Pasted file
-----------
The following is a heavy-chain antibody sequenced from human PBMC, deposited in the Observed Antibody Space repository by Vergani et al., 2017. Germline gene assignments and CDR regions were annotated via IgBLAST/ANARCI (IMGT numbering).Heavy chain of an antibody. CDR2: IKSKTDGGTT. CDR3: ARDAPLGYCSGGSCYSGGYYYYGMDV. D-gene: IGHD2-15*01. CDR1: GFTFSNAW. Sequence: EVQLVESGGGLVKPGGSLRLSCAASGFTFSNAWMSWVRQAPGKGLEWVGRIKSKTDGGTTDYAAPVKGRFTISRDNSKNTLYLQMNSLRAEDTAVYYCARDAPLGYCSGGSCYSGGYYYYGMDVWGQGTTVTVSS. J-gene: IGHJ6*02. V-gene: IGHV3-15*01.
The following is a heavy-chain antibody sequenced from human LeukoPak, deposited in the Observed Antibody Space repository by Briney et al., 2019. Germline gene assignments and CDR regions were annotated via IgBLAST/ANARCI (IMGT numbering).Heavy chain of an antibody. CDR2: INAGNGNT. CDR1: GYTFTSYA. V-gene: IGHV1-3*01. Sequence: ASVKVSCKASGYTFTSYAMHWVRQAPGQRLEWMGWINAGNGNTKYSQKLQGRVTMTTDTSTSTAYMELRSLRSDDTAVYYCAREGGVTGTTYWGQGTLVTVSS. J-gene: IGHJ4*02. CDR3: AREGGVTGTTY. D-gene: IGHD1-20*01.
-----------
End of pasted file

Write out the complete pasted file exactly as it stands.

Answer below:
The following is a heavy-chain antibody sequenced from human PBMC, deposited in the Observed Antibody Space repository by Vergani et al., 2017. Germline gene assignments and CDR regions were annotated via IgBLAST/ANARCI (IMGT numbering).Heavy chain of an antibody. CDR2: IKSKTDGGTT. CDR3: ARDAPLGYCSGGSCYSGGYYYYGMDV. D-gene: IGHD2-15*01. CDR1: GFTFSNAW. Sequence: EVQLVESGGGLVKPGGSLRLSCAASGFTFSNAWMSWVRQAPGKGLEWVGRIKSKTDGGTTDYAAPVKGRFTISRDNSKNTLYLQMNSLRAEDTAVYYCARDAPLGYCSGGSCYSGGYYYYGMDVWGQGTTVTVSS. J-gene: IGHJ6*02. V-gene: IGHV3-15*01.
The following is a heavy-chain antibody sequenced from human LeukoPak, deposited in the Observed Antibody Space repository by Briney et al., 2019. Germline gene assignments and CDR regions were annotated via IgBLAST/ANARCI (IMGT numbering).Heavy chain of an antibody. CDR2: INAGNGNT. CDR1: GYTFTSYA. V-gene: IGHV1-3*01. Sequence: ASVKVSCKASGYTFTSYAMHWVRQAPGQRLEWMGWINAGNGNTKYSQKLQGRVTMTTDTSTSTAYMELRSLRSDDTAVYYCAREGGVTGTTYWGQGTLVTVSS. J-gene: IGHJ4*02. CDR3: AREGGVTGTTY. D-gene: IGHD1-20*01.